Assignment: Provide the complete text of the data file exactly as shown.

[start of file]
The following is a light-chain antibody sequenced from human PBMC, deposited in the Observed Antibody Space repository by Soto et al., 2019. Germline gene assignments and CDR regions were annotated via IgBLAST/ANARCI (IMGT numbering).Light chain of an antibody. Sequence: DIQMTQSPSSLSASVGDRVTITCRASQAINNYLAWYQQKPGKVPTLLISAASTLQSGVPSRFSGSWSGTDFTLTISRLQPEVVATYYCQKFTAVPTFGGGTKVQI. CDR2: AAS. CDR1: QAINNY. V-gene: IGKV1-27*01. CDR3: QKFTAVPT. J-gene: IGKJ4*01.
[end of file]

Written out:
The following is a light-chain antibody sequenced from human PBMC, deposited in the Observed Antibody Space repository by Soto et al., 2019. Germline gene assignments and CDR regions were annotated via IgBLAST/ANARCI (IMGT numbering).Light chain of an antibody. Sequence: DIQMTQSPSSLSASVGDRVTITCRASQAINNYLAWYQQKPGKVPTLLISAASTLQSGVPSRFSGSWSGTDFTLTISRLQPEVVATYYCQKFTAVPTFGGGTKVQI. CDR2: AAS. CDR1: QAINNY. V-gene: IGKV1-27*01. CDR3: QKFTAVPT. J-gene: IGKJ4*01.